Treatment of Seller-Funded Downpayment Assistance in FHA-Insured Home Loans

This report discusses the seller-funded down-payment assistance that qualify for FHA-insured home loans.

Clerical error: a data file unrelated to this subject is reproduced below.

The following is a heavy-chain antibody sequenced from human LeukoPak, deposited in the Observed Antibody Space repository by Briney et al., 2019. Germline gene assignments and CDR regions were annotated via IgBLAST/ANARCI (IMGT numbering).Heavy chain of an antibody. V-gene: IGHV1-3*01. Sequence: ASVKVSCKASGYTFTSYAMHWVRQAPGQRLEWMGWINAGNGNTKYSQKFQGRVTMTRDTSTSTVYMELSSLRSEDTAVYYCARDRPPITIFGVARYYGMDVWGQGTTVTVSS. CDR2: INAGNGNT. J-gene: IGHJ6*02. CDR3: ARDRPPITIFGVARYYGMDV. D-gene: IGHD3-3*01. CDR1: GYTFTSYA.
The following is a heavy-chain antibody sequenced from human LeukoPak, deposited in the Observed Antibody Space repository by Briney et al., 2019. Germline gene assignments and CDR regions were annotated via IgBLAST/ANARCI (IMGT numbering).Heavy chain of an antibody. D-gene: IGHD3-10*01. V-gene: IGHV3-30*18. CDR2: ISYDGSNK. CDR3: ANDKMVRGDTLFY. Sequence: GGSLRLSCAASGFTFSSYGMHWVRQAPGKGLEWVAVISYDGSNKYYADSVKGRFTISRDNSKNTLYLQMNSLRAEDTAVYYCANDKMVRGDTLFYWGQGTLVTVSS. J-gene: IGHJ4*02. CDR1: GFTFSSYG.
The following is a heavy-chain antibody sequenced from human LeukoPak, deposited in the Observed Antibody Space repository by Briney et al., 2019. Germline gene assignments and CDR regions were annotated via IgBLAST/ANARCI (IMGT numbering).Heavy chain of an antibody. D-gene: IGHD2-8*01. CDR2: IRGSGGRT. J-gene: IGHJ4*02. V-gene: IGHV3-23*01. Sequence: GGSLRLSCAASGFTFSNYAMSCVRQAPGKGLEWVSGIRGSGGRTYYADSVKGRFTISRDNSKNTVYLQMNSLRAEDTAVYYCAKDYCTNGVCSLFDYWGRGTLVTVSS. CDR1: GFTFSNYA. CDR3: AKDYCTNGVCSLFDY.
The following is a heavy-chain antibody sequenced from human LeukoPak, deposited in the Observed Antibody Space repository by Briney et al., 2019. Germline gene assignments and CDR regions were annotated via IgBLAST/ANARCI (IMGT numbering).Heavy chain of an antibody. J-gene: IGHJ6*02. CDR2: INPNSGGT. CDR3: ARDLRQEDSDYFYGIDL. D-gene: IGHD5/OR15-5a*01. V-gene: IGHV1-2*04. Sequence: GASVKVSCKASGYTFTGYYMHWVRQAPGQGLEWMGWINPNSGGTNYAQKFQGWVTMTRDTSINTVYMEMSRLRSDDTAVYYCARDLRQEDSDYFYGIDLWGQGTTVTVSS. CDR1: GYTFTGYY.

Treatment of Seller-Funded Downpayment Assistance in FHA-Insured Home Loans Bruce E. Foote Analyst in Housing Policy March 11, 2009 Congressional Research Service 7-5700 www.crs.gov RS22934 CRS Report for Congress Prepared for Members and Committees of Congress Treatment of Seller-Funded Downpayment Assistance in FHA-Insured Home Loans Summary In order to qualify for FHA-insured home loans, borrowers are required to contribute a minimum amount to the cost of purchasing the home. Under certain conditions the borrower’s required contribution may be paid by others. Can the borrower’s required contribution be paid by a nonprofit agency that is later reimbursed by the seller of the property? That has been the subject of regulation, litigation, and legislation. The Housing and Economic Recovery Act of 2008, P.L. 110-289, effective October 1, 2008, increases the borrower’s required contribution from 3% to 3.5% and provides that the borrower’s required contribution towards the purchase of an FHAinsured home may not be provided by the seller or by any third party that is being reimbursed by the seller. Enactment of the law does not mean that sellers may not provide downpayment assistance to borrowers obtaining FHA-insured home loans. It simply means that any contribution by the sellers will not count towards the 3.5% contribution required of the borrower. Current HUD rules provide that the seller or other interested third parties may contribute up to 6% of the property’s sales price toward the buyer’s costs. As introduced on January 16, 2009, H.R. 600 would amend the law to provide exceptions to the prohibition on seller contributions. This report will be updated as suggested by changes in law or regulation. (For information on the FHA mortgage insurance program, please see CRS Report RS20530, FHA-Insured Home Loans: An Overview, by Bruce E. Foote and Katie Jones.) Congressional Research Service Treatment of Seller-Funded Downpayment Assistance in FHA-Insured Home Loans Contents The Housing and Economic Recovery Act of 2008......................................................................1 The Borrower’s Up-Front Costs of Obtaining an FHA-Insured Mortgage ....................................1 Paying for the Up-Front Costs.....................................................................................................2 The Downpayment................................................................................................................2 The Closing Costs .................................................................................................................3 A Brief History of Seller-Funded Downpayment Assistance Programs Sponsored by Nonprofits................................................................................................................................3 Issues with Seller-Funded Downpayment Assistance ...................................................................4 IRS Ruling............................................................................................................................4 Effect on the FHA Insurance Fund ........................................................................................5 Analysis of Proposed Changes to Present Law ............................................................................8 Tables Table 1. Breakeven Up-Front and Annual FHA Insurance Premiums for Seller-Funded Downpayment Assistance Loans ..............................................................................................9 Contacts Author Contact Information ...................................................................................................... 10 Congressional Research Service Treatment of Seller-Funded Downpayment Assistance in FHA-Insured Home Loans The Housing and Economic Recovery Act of 2008 Under the Housing and Economic Recovery Act of 2008 (HERA), P.L. 110-289, as enacted on July 30, 2008, borrowers are required to contribute at least 3.5% in cash or its equivalent to the cost of acquiring a property with an FHA-insured mortgage. Amounts borrowed from a family member are considered as cash for this purpose. Prohibited sources of funding for the required funds include the seller or any entity that financially benefits from the transaction, or any third party that is directly or indirectly reimbursed by the seller or by anyone that would financially benefit from the transaction. Enactment of the law does not mean that sellers may not provide downpayment assistance to borrowers obtaining FHA-insured home loans. It simply means that any contribution by the sellers will not count towards the 3.5% contribution required of the borrower. Nonprofits may still provide gifts that would pay borrowers’ required downpayments, but the source of these gifts may not be the sellers. As noted below, current HUD rules provide that the seller or other interested third parties may contribute up to 6% of the property’s sales price toward the buyer’s actual closing costs. These provisions of the law took effect on January 1, 2009.1 The Borrower’s Up-Front Costs of Obtaining an FHA-Insured Mortgage When obtaining an FHA-insured mortgage to purchase a home, a borrower becomes responsible for the downpayment and some closing costs. HERA has increased the borrower’s required contribution from 3% to 3.5% of the sales price. HUD has interpreted this as a 3.5% downpayment requirement.2 Closing costs are the fees involved in the final transfer of the property from the seller to the buyer. Typical closing costs may include the following: • Homeowners insurance which combines hazard insurance and liability insurance. Hazard insurance covers property damage caused by fire, wind, storms, and other similar events. Coverage for earthquakes and floods may or may not be included with hazard insurance, depending on the location of the property. Liability insurance coverage protects the borrower against claims alleging negligence or inappropriate action resulting in bodily injury or property damage. • A borrower must pay FHA insurance in two stages: an upfront insurance premium which is paid when the mortgage is obtained, and an annual insurance premium. The upfront mortgage insurance is currently 1.75% of the loan amount. The cost of this insurance may be added to the mortgage. 1 U.S. Department of Housing and Urban Development, Revised Downpayment and Maximum Mortgage Requirements, Mortgagee Letter 2008-22, Washington, DC, September 5, 2008, p. 1. 2 See footnote 1. Congressional Research Service 1 Treatment of Seller-Funded Downpayment Assistance in FHA-Insured Home Loans • Title insurance to cover the lender in case the person who sold the house didn’t actually own it or if information on the title was false. Title insurance to protect the borrower is at the borrower’s option. • Appraisal fee for the cost of an appraisal to determine the market value for the home and provide assurance to the lender that the property is worth at least the amount of the sales price. • Property inspection fee for the cost of an inspection to evaluate the physical condition of the structure, construction and mechanical systems; estimate the remaining useful life of the major systems; and identify items that should be repaired or replaced. A property inspection is not required by FHA but it is recommended. An appraisal identifies the value of a property but not its condition. • Points or origination fees to be paid to the lender for their services in creating the loan. A point is 1% of the loan. • Survey fee for the cost of determining the exact boundaries of the property. • Property taxes to repay the seller for property taxes that may already have been paid for a time period where the new buyer will occupy the property, and to establish a reserve for the payment of future taxes. • City, county, and state transfer taxes depending on the location of the property. • Attorney fees and document preparation fees. Paying for the Up-Front Costs The Downpayment Under the HUD interpretation of HERA, borrowers are required to make downpayments of 3.5% of the purchase price. Revision 5 (REV-5) of HUD Handbook 4155.1 contains the underwriting guidelines for single family mortgage loans insured under the National Housing Act. 3 The Handbook establishes that HUD does not permit the downpayments to be made by the sellers of the property.4 The Handbook states that, other than the exceptions noted below, contributions from third parties do not count towards the buyer’s required downpayment. An outright gift of the required downpayment is acceptable if the donor is (1) the borrower’s relative, (2) the borrower’s employer or labor union, (3) a charitable organization, (4) a government agency or public entity that has a program to provide homeownership assistance to low- and moderate-income families or first-time homebuyers, or (5) a close friend with a clearly defined and documented interest in the borrower. 5 3 Mortgage Credit Analysis for Mortgage Insurance, One to Four Family Properties, Handbook 4155.1 REV-5, October 2003. 4 Handbook 4155.1 REV-5, p. 1-8. 5 HUD Handbook 4155.1 REV-5, p. 2-24. Congressional Research Service 2 Treatment of Seller-Funded Downpayment Assistance in FHA-Insured Home Loans The Handbook goes on to state that the donor may not be anyone with an interest in the sale of the property, such as the seller, real estate agent, builder, or any entity associated with the above. HUD considers gifts from these sources to be inducements to purchase, and the amount of the gift must be subtracted from the sales price and this reduces the maximum loan that FHA will insure on that property. An FHA-insured loan on which the buyer has received a gift of the required funds must be documented with a so-called “gift letter.” The letter must meet certain requirements: (1) be signed by the donor and the borrower; (2) specify the amount of the gift; (3) state that no repayment is required; (4) show the name, address, and phone number of the donor; and (5) state the nature of the relationship between the donor and borrower. The Closing Costs Handbook 4155.1 REV-5 provides that the seller or other interested third parties such as real estate agents, builders, developers, or a combination of parties, may contribute up to 6% of the property’s sales price toward the buyer’s actual closing costs, prepaid expenses, discount points, and other financing concessions.6 These provisions may be included in the sales contract negotiated between buyers and sellers by the real estate agents. A Brief History of Seller-Funded Downpayment Assistance Programs Sponsored by Nonprofits Handbook 4155.1 REV-5 provides that borrowers must contribute toward the purchase of the home, and that a nonprofit may provide a gift of the required contribution as long as the funds are not provided by the sellers. In the 1990s, several nonprofits developed a form of seller-funded downpayment assistance (DPA) program that worked around this HUD restriction on seller funding. The seller-funded DPA programs were structured as follows: (1) the nonprofit would provide the borrower with a gift of the required funds; (2) after completion of the home sale, the seller of the home would make a donation to the nonprofit; and (3) the amount of the donation would be the amount the nonprofit had paid on behalf of the borrower plus a processing fee for the nonprofit. Since the borrower’s costs had already been paid by the nonprofit, technically, the contribution from the seller was not paying that borrower’s costs, it was replenishing the funds of the nonprofit and enabling the nonprofit to contribute to the downpayment of some future borrower. Structured in this manner, the transaction did not appear to be prohibited by HUD’s policy against having the borrower’s required contribution paid by the sellers. HUD, however, did not agree with this interpretation. The Nehemiah Progressive Housing Development Corporation (Nehemiah) of Sacramento, CA, had been given a 6-month approval of its DPA program by a local HUD office. The HUD national office reviewed the paperwork and concluded that gifts to borrowers by Nehemiah would no longer be counted as meeting the 6 Handbook 4155.1 REV-5, p. 1-8. Congressional Research Service 3 Treatment of Seller-Funded Downpayment Assistance in FHA-Insured Home Loans borrower’s contributions. Nehemiah filed a suit over HUD’s decision.7 A settlement agreement was reached in 1998 whereby Nehemiah was permitted to continue operation of its DPA program and HUD reserved the right to take regulatory actions with regard to DPA programs. The agreement also provided that if HUD took regulatory action regarding HUD’s treatment of DPA providers, the applicability of the changes to Nehemiah would occur six months from the effective date of the new rule. Nehemiah had invested in a for-profit marketing firm, Invision Marketing & Sales Inc., to help it reach real-estate agents, home builders and other industry professionals. It was reasoned that a for-profit company would perform better than a nonprofit group because marketing representatives who earned commissions would work harder.8 The Nehemiah Program expanded nationally and became the largest provider of downpayment assistance for borrowers obtaining FHA-insured home loans. A number of other nonprofit organizations followed the Nehemiah pattern and offered similar downpayment assistance programs and for-profit marketing arms. For example, AmeriDream Inc., of Gaithersburg, MD, which became the second largest DPA provider, used a marketing firm called Synergistic Marketing Inc., which was started by the AmeriDream’s founders. Buyer’s Fund Inc. was created in Provo, UT, and its for-profit marketing firm was Neighborhood Gold.9 Issues with Seller-Funded Downpayment Assistance IRS Ruling Proponents of seller-funded DPA programs argue that the programs provide homeownership opportunities to low- and moderate-income families, without cost to the federal government. While seller-funded DPA programs do not require direct appropriations, the forgone income tax revenue that result from such transactions may be considered a cost. Under seller-funded DPA programs, a charitable organization makes a downpayment gift to the borrower, and the seller makes a nearly equivalent contribution to the charitable organization. So, for any given sellerfunded DPA transaction, the cost to the government is the amount by which the seller’s income tax liability is reduced because of the contribution to the charitable organization. This is the reason that the Internal Revenue Service (IRS) became involved in the issue. In May 2006, the IRS published Revenue Ruling 2006-27, which provides guidelines on organizations that may provide downpayment assistance to homebuyers and qualify as taxexempt charitable or educational organizations under Internal Revenue Code (IRC) section 501(c)(3), and those that do not qualify for this tax-exempt status. In its press announcement of the ruling, the IRS stated that funneling downpayment assistance from sellers to buyers through 7 Nehemiah Progressive Housing Corp. v. Andrew Cuomo, et al., Civ. S-97-1817-GEB/PAN (E.D. Cal.). 8 Michael Corkery, “Housing Ministry: Scrutiny of Down-Payment Gifts Threatens Charitable Movement; Nehemiah Aided Home Buyers While Founder Got Fees; IRS Questions Tax Status; A Sales Gimmick for Builders?,” The Wall Street Journal, July 5, 2006, p. A.1, Eastern Edition. 9 See footnote 8. Congressional Research Service 4 Treatment of Seller-Funded Downpayment Assistance in FHA-Insured Home Loans ‘‘self-serving, circular-financing arrangements’’ is inconsistent with operation as a section 501(c)(3) charitable organization.10 The ruling provides that an organization providing downpayment assistance does not qualify as a 501(c)(3) organization if: (1) to finance its downpayment assistance activities, the organization relies on sellers and other real-estate related businesses that stand to benefit from the transactions the organization facilitates; (2) in deciding whether to provide assistance to a low-income applicant, the organization’s staff knows the identity of the home seller and may also know the identities of other interested parties and is able to take into account whether the home seller or another interested party is willing to make a payment to the organization; (3) the organization’s receipt of a payment from the home seller corresponds to the amount of the downpayment assistance in substantially all of the transactions; (4) the organization’s reliance on these payments for most of its funding indicates that the benefit to the home seller is a critical aspect of the organization’s operations; (5) the organization is structured and operated to assist private parties who are affiliated with those who fund the organization.11 The IRS noted that it was examining 185 organizations that operate downpayment assistance programs to determine whether they would maintain their tax-exempt status. In addition, the agency noted that it has denied applications for tax exemption from over 20 organizations that seek to provide this service. The IRS also expressed concern that some of the organizations may have paid excessive fees to the marketing firms. Effect on the FHA Insurance Fund FHA-insured home loans are insured under one of two insurance funds—the Mutual Mortgage Insurance (MMI) fund and the General Insurance/Special Risk Insurance (GI/SRI) fund.12 Most of the FHA single-family home loans are insured under the MMI fund while multifamily housing, nursing homes, hospitals, and experimental housing loans are insured under the GI/SRI fund. As amended by the Cranston-Gonzalez National Affordable Housing Act, P.L. 105-625, Section 205 of the National Housing Act requires HUD to ensure that the MMI fund maintains a capital ratio of 2.0% at all times. 13 Section 2118(a) of HERA amended the law to establish that HUD has the fiduciary responsibility to ensure that the MMI fund is financially sound. 14 HUD is required to have an annual independent actuarial study of the MMI fund and report to Congress on the financial status of the fund.15 10 The article may be found at http://www.irs.gov/newsroom/article/0,,id=156675,00.html IRS Revenue Ruling 2006-27 at http://www.irs.gov/pub/irs-drop/rr-06-27.pdf. 12 Different loan products are insured under the General Insurance fund and the Special Risk Insurance fund but administratively the funds are treated as one. 13 12 U.S.C. § 1711. 14 12 U.S.C. § 1708(a). 15 Capital is defined as the economic net worth of the MMI fund as determined by the required annual audit of the MMI fund. The economic net worth is defined as the current cash available to the MMI fund, plus the net present value of all cash inflows and outflows expected to result from the outstanding mortgages in the MMI fund. The capital ratio is defined as the ratio of capital to unamortized insurance in force. Unamortized insurance in force is defined as the dollar amount of the outstanding mortgages that are obligations of the MMI fund. 11 Congressional Research Service 5 Treatment of Seller-Funded Downpayment Assistance in FHA-Insured Home Loans HUD argues that seller-funded DPA programs do not provide homeownership opportunities without cost to the government. HUD suggests that the programs have provided homeownership but they have not provided sustainable homeownership in too many cases.16 HUD notes that the rates of defaults, foreclosures, and claims involving seller-funded DPAs have increased, and these increases jeopardize the solvency of the MMI fund.17 Borrowers receiving gifts of the required funds had increasingly become a larger part of the FHA insurance pool. In FY2000, about 76% of the borrowers provided downpayments from their own funds. By FY2007, only about 48% of the borrowers provided downpayments from their own funds. In FY2000, about 2% of the borrowers received their downpayments from nonprofits. In 2007, nearly 38% of the borrowers received their downpayments from nonprofits.18 HUD’s analysis of its database indicated that more than 95% of the transactions with downpayment assistance from nonprofits were those that were seller funded.19 HUD has found the default rate on loans with gifts from sellers to be nearly twice the default rate on loans with gifts from family members.20 According to the latest annual audit, the MMI fund had an economic value of $12.9 billion as of the end of FY2008, compared to an economic value of $21.3 billion at the end of FY2007. The audit report attributes this 39% decline in value to two things: (1) a weakening of the housing market since FY2007, and (2) the concentration of loans receiving downpayment assistance from nonprofits.21 In testimony before Congress, the Government Accountability Office (GAO) said that they analyzed a national sample and a Metropolitan Statistical Area (MSA) sample of FHA-insured loans. The analysis found that the probability that loans with seller-funded downpayment assistance would result in claims against the MMI fund was 76% higher in the national sample and 166% higher in the MSA sample than it was for comparable loans without such assistance.22 In DPA programs that do not involve gifts from the sellers, the sources of the downpayments do not alter the transactions. A given seller would be indifferent to whether a buyer provides the downpayment from the buyer’s own funds, from relatives, from friends, from government agencies, or from nonprofits, because the seller would net the same amount from the sale. But if the seller has to reimburse the nonprofit for the downpayment assistance provided to the buyer, that reduces the amount the seller would net from the sale compared to the amount that the seller would net in other DPA transactions. This gives the seller the incentive to attempt to increase the 16 U.S. Department of Housing and Urban Development, “Standards for Mortgagor’s Investment in Mortgaged Property,” 72 Federal Register 27048, May 11, 2007. 17 U.S. Department of Housing and Urban Development, “Standards for Mortgagor’s Investment in Mortgaged Property: Additional Public Comment Period,” 73 Federal Register 33941, June 16, 2008. 18 See footnote 167. Table 1. p. 33952. 19 See footnote 17. 20 See footnote 17. 21 Integrated Financial Engineering, Inc., An Actuarial Review of the Federal Housing Administration Mutual Mortgage Insurance Fund for Fiscal Year 2008, Prepared for U.S. Department of Housing and Urban Development, Washington, DC, October 13, 2008, p. 27. 22 U.S. Government Accountability Office, Seller-Funded Down-Payment Assistance Changes the Structure of the Purchase Transaction and Negatively Affects Loan Performance, Testimony Before the Subcommittee on Housing and Community Opportunity, Committee on Financial Services, House of Representatives, GAO-07-1033T, June 22, 2007, pp. 2-3. Congressional Research Service 6 Treatment of Seller-Funded Downpayment Assistance in FHA-Insured Home Loans price of the home in order to net the same amount that would be netted in the absence of reimbursing the provider of the downpayment assistance. To the extent that sellers are successful in increasing the price, the transactions have been altered. In Columbus, Ohio, for example, homeowners sued Dominion Homes, alleging it defrauded buyers by not disclosing that the costs of downpayment grants they received from Nehemiah were added to the prices of their homes. “In essence, people paid more than fair-market value for their homes,” said the homebuyers’ lawyer. 23 GAO noted that, according to mortgage industry participants and a HUD contractor’s study, 24 sellers that provided downpayment assistance through nonprofits often raised the sales price of the homes in order to recover the payments. GAO analysis found that homes with seller-funded DPA were appraised at and sold for 2% to 3% more than comparable homes without that assistance. 25 HUD argues that inflated sales amounts result in inflated mortgage amounts, and this increases the size of claims against the MMI fund when the loans default.26 For these reasons HUD has sought to curtail the seller-funded DPA programs. The regulation containing the rules regarding borrower contributions are found in the Code of Federal Regulations at 24 CFR 203.19. On May 11, 2007, HUD published a proposed rule to revise 24 CFR 203.19 to establish that a prohibited source of downpayment assistance is a payment that consists, in whole or in part, of funds provided by any of the following parties before, during, or after closing of the property sale: (1) the seller, or any other person or entity that financially benefits from the transaction; or (2) any third party or entity (referred to as a ‘‘donor’’) that is reimbursed directly or indirectly by any of the parties listed in clause (1).27 Only organizations that qualify as tax-exempt charitable or educational organizations under Internal Revenue Code Section 501(c)(3) would be eligible donors. This regulation was made final on October 1, 2007, and had an effective date of October 31, 2007.28 For Nehemiah, the effective date was March 31, 2008, because of the terms of the 1998 settlement agreement between Nehemiah and HUD. Nehemiah and several other organizations filed suit to block HUD’s implementation of this new rule. The United States District Court for the District of Columbia issued a ruling on November 1, 2007, temporarily enjoining HUD from implementing the downpayment assistance rule. On March 5, 2008, the court vacated the final rule and remanded it to HUD for further processing consistent with the court’s opinion. 29 23 See footnote 8. Clifford Rece et al. vs Dominion Homes, Inc., et al., 06CVH-2335 C.P.C. (Court of Common Pleas, Franklin County, Ohio 2006). The Court granted judgment for the Defendant in part because the Ohio Predatory Lending Act did not include the type of transaction involved in the case and the Court was not going to “create a remedy where none exists.” In January 2008, the Court’s decision was upheld on appeal. 24 Concentrance Consulting Group, An Examination of Downpayment Gift Programs Administered by Nonprofit Organizations, prepared for the U.S. Department of Housing and Urban Development, Washington, DC, March 2005. 25 See footnote 22. 26 See footnote 16. 27 See footnote 16. 28 U.S. Department of Housing and Urban Development, “Standards for Mortgagor’s Investment in Mortgaged Property,” 72 Federal Register 56002, October 1, 2007. 29 Ameridream Inc., et al. v. Jackson, No. 07-1752 (D.D.C. March 5, 2008) and Penobscot Indian Nation, et al. v. HUD, No. 07-1282-PLF (D.D.C. March 5, 2008). Congressional Research Service 7 Treatment of Seller-Funded Downpayment Assistance in FHA-Insured Home Loans With enactment of the provisions of P.L. 110-289 that prohibit seller-funded downpayments, the present regulation and the proposed revisions no longer represent current law. On December 31, 2008, a final rule was published which removes and reserves 24 CFR 203.19.30 Presumably, HUD will be publishing a proposed rule that will make the regulation consistent with the provisions of P.L. 110-289. Those provisions require 3.5% downpayments from borrowers and provide that the funds may not come from the sellers of the property. Analysis of Proposed Changes to Present Law Though seller-funded DPAs were eliminated by P.L. 110-289, proponents of the program would like to see the law amended to permit seller-funded DPAs in a manner that benefits borrowers and provides safety and soundness to the MMI fund. Supporters include the Mortgage Bankers Association, U.S. Conference of Mayors, National Association of Realtors, National Association of Homebuilders, and National Association of Counties. As introduced on January 16, 2009, H.R. 600, the FHA Seller-Financed Downpayment Reform Act of 2009, would amend the National Housing Act to provide exceptions to the prohibition on seller contributions. Sellers would be permitted to contribute to the borrower’s required funds on certain mortgages: (1) mortgages under which the borrower has a credit score in excess of 680; (2) mortgages under which the borrower has a credit score between 620 and 680, and upon which the borrower is charged a mortgage insurance premium that is high enough to permit the loan to be insured without the need for an appropriation of credit subsidy; and (3) mortgages insured in FY2010 or thereafter under which the borrower has a credit score of 619 or less, but only if HUD certifies that such loans can be insured without the need for an appropriation of credit subsidy.31 HUD would be authorized to use risk-based pricing of mortgage insurance for borrowers with lower credit scores. Downpayment assistance entities would be required to offer to make counseling available to the borrower regarding the responsibilities and financial management involved in homeownership and to provide such counseling if the borrower accepts the offer. For borrowers with FICO scores between 620 and 680, the bill would provide that the up-front insurance premium could not exceed 3% of the original loan amount. For borrowers with FICO scores of at least 640 but less than 680, the bill would provide that the annual insurance premium could not exceed 1.5% of the loan balance. HUD would be authorized to impose civil money penalties on parties that try to coerce appraisers into assigning an appraised value that supports the contract price on sales transactions that involve seller-funded DPA. In a study of subprime mortgages made in 2005, 2006, and 2007, a recent Federal Reserve article notes that default rates increased for borrowers with all categories of FICO scores, and that higher FICO scores were associated with bigger increases in default rates over time. 32 This suggests that any negative impact of seller-funded DPA on the MMI fund may not necessarily be prevented by using the FICO scores of the borrowers to determine their eligibility for seller-assisted downpayments. 30 U.S. Department of Housing and Urban Development, “Standards for Investment in Mortgaged Property: Compliance With Court Order Vacating Final Rule,” 73 Federal Register 80297, December 31, 2008. 31 A credit subsidy is the estimated long-term cost to the federal government of a loan guarantee. That cost is the net present value of estimated payments by the government to cover defaults and delinquencies, interest subsidies, or other payments, offset by any payments to the government, including origination and other fees, penalties, and recoveries. 32 Yuliya Demyanyk, “Did Credit Scores Predict the Subprime Crisis?,” Federal Reserve Bank of St. Louis - Regional Economist, October 2008, pp. 12-13. Congressional Research Service 8 Treatment of Seller-Funded Downpayment Assistance in FHA-Insured Home Loans If the seller were permitted to contribute to the borrower’s downpayment, the services of a nonprofit would no longer be needed to facilitate the transaction. The downpayment assistance could be a matter of negotiation between the seller and borrower and become a part of the sales contract. Instead of assisting the buyer indirectly through a nonprofit, the seller could assist the buyer directly. This would add transparency to seller-funded downpayment transactions. Under present rules, borrowers pay an up-front insurance premium of 1.75% of the loan amount and annual insurance premiums of 0.50% of the loan balance on loans with downpayments of 5% or more and annual premiums of 0.55% on loans with downpayments of less than 5%.33 Table 1 presents HUD’s estimates of the up-front and annual insurance premiums HUD would have to charge borrowers who receive seller-funded downpayment assistance, if the MMI fund is to break even on the loans. The table suggests that, under the current insurance premiums, the MMI fund could more than break even on loans with seller-funded downpayment assistance when the loans are made to borrowers with credit scores of 680 or more. Such loans to borrowers with lower credit scores, however, would not be profitable when using the current insurance premiums. Table 1. Breakeven Up-Front and Annual FHA Insurance Premiums for SellerFunded Downpayment Assistance Loans (Percent) FICO Score Range 300-499 500-559 560-599 600-619 620-639 640-679 680-850 Up-front Premium 28.95 12.09 6.88 5.92 5.99 5.56 0.95 Annual Premium 2.00 2.00 2.00 2.00 0.55 0.55 0.55 Source: Department of Housing and Urban Development, “Standards for Mortgagor’s Investment in Mortgaged Property: Additional Public Comment Period,” 73 Federal Register 33955, June 16, 2008. HUD estimates that up-front premiums of 5.56% or more would be required from borrowers with FICO scores of less than 680 if the MMI fund is to break even on the loans. Furthermore, as noted in Table 1, upfront premiums of nearly 30% would be required from borrowers with FICO scores of less than 500.34 Even if HUD were permitted to charge the amount of mortgage insurance premiums suggested by Table 1, it could be difficult politically for HUD to actually charge such premiums. The federal government might be seen as charging high fees to low- and moderate-income homebuyers with credit problems. In addition, since studies have shown that minorities tend to have a higher incidence of low credit scores, HUD might be seen charging higher fees to minorities. For example, HUD’s analysis, as shown in Table 1, suggests that a borrower with a 550 credit score 33 U.S. Department of Housing of Housing and Urban Development, Moratorium on Risk-Based Premiums for FHA Mortgage Insurance, Mortgagee Letter 2008-22, Washington, DC, September 4, 2008. 34 Under present HUD guidelines, however, borrowers with credit scores less than 500 are not eligible for FHA-insured home loans unless the borrowers make downpayments in excess of 10% of the purchase price. So it is unlikely that borrowers with credit scores less than 500 would be participants in seller-funded DPA transactions. See footnote 1. Congressional Research Service 9 Treatment of Seller-Funded Downpayment Assistance in FHA-Insured Home Loans would have to pay an up-front insurance premium of 12.09% of the mortgage amount, and a borrower with a 650 credit score would have to pay 5.56%.35 On a $200,000 mortgage, the upfront insurance premiums would be $24,180 and $11,120, respectively. Present law permits a borrower to finance the insurance premium through the mortgage, but the sum of the amount borrowed for the property and the mortgage insurance may not exceed 100% of the value of the property. It is not possible to add a 12% or 6% insurance fee to a mortgage on which the borrower has made a 3.5% downpayment without exceeding the value of the property. As a result, the borrower would have to pay cash for a significant part of the insurance. If the law were amended to permit the mortgage to exceed 100% of value, then vulnerable borrowers could be entering homeownership with mortgages that exceed the value of their homes. If HUD’s calculations are correct, and if, politically, HUD would not be able to charge the insurance fees required by the transactions, then seller-funded DPA transactions would result in losses for the MMI fund. What level of losses could the fund sustain? The FHA share of the mortgage market was about 4% when HUD proposed eliminating sellerfunded DPA in FY2007. At the end of FY2008, however, the FHA market share had increased to nearly 13%.36 The turmoil in the mortgage market has made FHA an increasingly attractive option for homebuyers. It could be argued that, with the new influx of borrowers using FHAinsured loans, the MMI fund might be able to sustain any losses from loans with seller-funded DPA. It has also been argued, however, that some subprime lenders may have turned to the FHA program and are continuing their past practices. A recent article suggests that loans by such lenders may bring a fresh wave of defaults and foreclosures to FHA in the next few years.37 The future financial position of the Mutual Mortgage Insurance fund is uncertain, given the present housing market. As a result it is difficult to assess how the MMI fund would be affected by a revival of seller-funded DPA, even if HUD had the authority for limited risk-based pricing. Author Contact Information Bruce E. Foote Analyst in Housing Policy bfoote@crs.loc.gov, 7-7805 35 According to FHA Outlook, a bi-weekly report by FHA, the average FICO score for home purchasers was 657 in FY2008. 36 U.S. Department of Housing and Urban Development, FHA Market Share, Washington, DC, February 9, 2009, p. 1, http://www.hud.gov/offices/hsg/comp/rpts/fhamktsh/fhamktcurrent.pdf. 37 Chad Terhune and Robert Berner, “The Subprime Wolves are Back; And they’re feeding off the bailout. The new game is FHA-backed loans, and it could cost taxpayers billions more,” Business Week, December 1, 2008. Congressional Research Service 10